Presbyopia – Definition, Causes, Symptoms, and Treatment
What is Presbyopia?
It is a condition in which the lens of the eye becomes progressively unable to focus on objects close to the viewer. The condition is a normal part of the aging process and, in fact, the word’s origins are from the Greek words “presby” and “ops” meaning “old eye”.
What are the Causes?
There are current two schools of thought about the causes of Presbyopia:
1. As one ages, the lens becomes drier and less flexible which hinders its ability to focus on near objects.
2. The lens grows throughout ones life but the other parts of the eyes do not. This change in the relationship between the size of the lens and the other parts of the eyes results in difficulty focusing on close objects.
Presbyopia is a natural part of the aging process and will affect everyone to different extents. There are currently no preventative processes or procedures to prevent or delay the onset presbyopia.
What are the Symptoms?
The first symptoms of this are usually noticed between 40 and 50 years old. Most individuals report some or all of the following:
- Difficultly focusing when reading
- Problems focusing on objects close to their eyes
- Headaches or eyestrain after doing close work or reading
- Holding reading material away from the face to make the text clearer
- Needing brighter light to do certain tasks
- Progressive far-sightedness, where distant objects are clear and those close-up are blurred
These symptoms tend to progress over time, as the patient ages. Many sufferers delay seeking treatment for this thinking that it is just a part of growing old. However, there are currently many treatment options available for those with the disorder, both non-invasive and surgical.
What are the Treatments?
The most common treatment for those suffering with this is corrective lenses, either eyeglasses or contacts. There are several different types of glasses available, including reading glasses, which are worn when reading or working on near objects, bifocals in which the top part of the lens is used to treat other sight problems and the lower portion of the lens corrects the this, and trifocals, which have three points of focus. For individuals who choose to wear contacts, there are also bifocal options as well as “monovision”, in which one lens corrects for near objects and the other corrects for distance .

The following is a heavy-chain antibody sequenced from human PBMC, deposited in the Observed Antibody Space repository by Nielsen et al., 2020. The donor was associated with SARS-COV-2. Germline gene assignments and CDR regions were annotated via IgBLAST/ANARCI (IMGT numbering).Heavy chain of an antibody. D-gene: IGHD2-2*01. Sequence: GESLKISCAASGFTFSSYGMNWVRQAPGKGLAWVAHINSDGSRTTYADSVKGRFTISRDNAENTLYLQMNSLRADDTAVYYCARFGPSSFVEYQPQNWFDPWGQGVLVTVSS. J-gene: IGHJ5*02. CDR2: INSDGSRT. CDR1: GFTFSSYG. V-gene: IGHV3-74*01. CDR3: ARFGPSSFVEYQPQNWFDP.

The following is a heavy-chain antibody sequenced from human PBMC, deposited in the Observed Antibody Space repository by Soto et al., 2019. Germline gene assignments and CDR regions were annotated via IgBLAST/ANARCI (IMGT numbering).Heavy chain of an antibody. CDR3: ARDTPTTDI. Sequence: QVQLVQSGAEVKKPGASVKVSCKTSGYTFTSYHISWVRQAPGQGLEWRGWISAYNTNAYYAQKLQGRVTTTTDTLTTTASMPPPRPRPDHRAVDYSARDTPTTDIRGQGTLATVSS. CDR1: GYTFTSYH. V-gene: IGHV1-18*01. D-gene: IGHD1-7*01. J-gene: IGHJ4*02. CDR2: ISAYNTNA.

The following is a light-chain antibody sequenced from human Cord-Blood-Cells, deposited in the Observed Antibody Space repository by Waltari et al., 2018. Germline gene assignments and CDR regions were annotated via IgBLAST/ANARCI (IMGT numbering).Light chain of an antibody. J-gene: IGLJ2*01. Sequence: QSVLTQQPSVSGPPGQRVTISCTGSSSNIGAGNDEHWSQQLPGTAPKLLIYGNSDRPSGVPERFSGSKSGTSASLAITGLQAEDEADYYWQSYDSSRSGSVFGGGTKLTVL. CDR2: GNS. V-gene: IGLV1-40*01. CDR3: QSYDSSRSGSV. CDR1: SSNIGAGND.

The most common type of eye surgery, LASIK, is not effective for the treatment of this. There are several promising surgical techniques currently in development but none are yet available outside of clinical trials.
If, however, an individual suffers from cataracts and thus requires a lens replacement, it can be treated as well. This involves the implantation of an accommodative lens that bends and expands like the lens in a young person’s eye.
Other pages that you should read.
Myopia is also known as Nearsightedness or short sightedness
Hyperopia also known as "farsightedness" or "long-sightedness"
Astigmatism is an Eye Condition
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Presbyopia to Protect Your Eyesight